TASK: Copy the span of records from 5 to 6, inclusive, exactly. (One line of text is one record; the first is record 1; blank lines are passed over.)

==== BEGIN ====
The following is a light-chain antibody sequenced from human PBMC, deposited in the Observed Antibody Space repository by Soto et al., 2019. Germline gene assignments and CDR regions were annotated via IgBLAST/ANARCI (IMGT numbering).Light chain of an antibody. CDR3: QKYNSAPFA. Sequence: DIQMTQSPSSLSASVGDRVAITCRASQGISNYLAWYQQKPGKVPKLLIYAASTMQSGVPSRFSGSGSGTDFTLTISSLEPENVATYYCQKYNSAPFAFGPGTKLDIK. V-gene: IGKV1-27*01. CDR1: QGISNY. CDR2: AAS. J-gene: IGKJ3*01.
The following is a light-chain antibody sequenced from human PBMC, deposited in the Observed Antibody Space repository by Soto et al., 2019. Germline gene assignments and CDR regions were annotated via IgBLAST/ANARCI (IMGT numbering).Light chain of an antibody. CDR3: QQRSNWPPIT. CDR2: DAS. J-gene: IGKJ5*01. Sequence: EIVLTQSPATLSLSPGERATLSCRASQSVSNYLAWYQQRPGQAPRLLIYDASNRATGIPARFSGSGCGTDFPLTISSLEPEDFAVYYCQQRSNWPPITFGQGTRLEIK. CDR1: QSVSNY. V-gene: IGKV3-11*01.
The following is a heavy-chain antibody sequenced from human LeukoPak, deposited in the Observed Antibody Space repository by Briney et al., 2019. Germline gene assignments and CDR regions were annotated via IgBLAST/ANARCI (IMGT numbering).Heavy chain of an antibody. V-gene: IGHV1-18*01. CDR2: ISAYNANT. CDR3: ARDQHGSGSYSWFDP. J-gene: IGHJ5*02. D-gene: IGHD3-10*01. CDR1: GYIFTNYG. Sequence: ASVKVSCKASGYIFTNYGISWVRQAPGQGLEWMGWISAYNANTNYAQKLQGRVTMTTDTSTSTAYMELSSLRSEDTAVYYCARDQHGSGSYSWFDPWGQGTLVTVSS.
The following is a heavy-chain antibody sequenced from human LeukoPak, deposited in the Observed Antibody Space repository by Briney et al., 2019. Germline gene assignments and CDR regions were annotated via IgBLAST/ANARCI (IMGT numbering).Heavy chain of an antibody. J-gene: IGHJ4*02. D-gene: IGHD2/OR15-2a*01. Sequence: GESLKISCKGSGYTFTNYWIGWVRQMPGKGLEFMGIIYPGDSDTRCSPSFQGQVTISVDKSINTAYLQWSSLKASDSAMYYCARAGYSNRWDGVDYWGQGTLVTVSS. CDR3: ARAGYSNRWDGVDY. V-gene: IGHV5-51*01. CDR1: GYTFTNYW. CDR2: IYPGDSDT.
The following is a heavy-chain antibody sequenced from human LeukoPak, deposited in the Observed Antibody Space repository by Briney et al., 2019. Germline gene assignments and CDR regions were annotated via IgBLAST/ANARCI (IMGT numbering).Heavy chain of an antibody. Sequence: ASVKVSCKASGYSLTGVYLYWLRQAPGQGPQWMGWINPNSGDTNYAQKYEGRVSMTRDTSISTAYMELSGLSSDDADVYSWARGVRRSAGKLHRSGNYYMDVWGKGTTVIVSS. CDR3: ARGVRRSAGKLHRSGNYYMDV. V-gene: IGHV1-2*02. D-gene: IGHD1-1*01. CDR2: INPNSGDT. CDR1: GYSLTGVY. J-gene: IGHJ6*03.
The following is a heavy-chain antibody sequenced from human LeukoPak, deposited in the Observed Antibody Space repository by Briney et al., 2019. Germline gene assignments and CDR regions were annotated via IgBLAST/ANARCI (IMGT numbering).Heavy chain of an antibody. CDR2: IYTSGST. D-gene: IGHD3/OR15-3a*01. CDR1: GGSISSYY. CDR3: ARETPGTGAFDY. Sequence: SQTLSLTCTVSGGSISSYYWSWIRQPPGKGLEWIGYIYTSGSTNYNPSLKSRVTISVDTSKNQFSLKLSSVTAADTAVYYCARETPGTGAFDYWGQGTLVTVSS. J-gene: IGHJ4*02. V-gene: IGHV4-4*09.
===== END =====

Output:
The following is a heavy-chain antibody sequenced from human LeukoPak, deposited in the Observed Antibody Space repository by Briney et al., 2019. Germline gene assignments and CDR regions were annotated via IgBLAST/ANARCI (IMGT numbering).Heavy chain of an antibody. Sequence: ASVKVSCKASGYSLTGVYLYWLRQAPGQGPQWMGWINPNSGDTNYAQKYEGRVSMTRDTSISTAYMELSGLSSDDADVYSWARGVRRSAGKLHRSGNYYMDVWGKGTTVIVSS. CDR3: ARGVRRSAGKLHRSGNYYMDV. V-gene: IGHV1-2*02. D-gene: IGHD1-1*01. CDR2: INPNSGDT. CDR1: GYSLTGVY. J-gene: IGHJ6*03.
The following is a heavy-chain antibody sequenced from human LeukoPak, deposited in the Observed Antibody Space repository by Briney et al., 2019. Germline gene assignments and CDR regions were annotated via IgBLAST/ANARCI (IMGT numbering).Heavy chain of an antibody. CDR2: IYTSGST. D-gene: IGHD3/OR15-3a*01. CDR1: GGSISSYY. CDR3: ARETPGTGAFDY. Sequence: SQTLSLTCTVSGGSISSYYWSWIRQPPGKGLEWIGYIYTSGSTNYNPSLKSRVTISVDTSKNQFSLKLSSVTAADTAVYYCARETPGTGAFDYWGQGTLVTVSS. J-gene: IGHJ4*02. V-gene: IGHV4-4*09.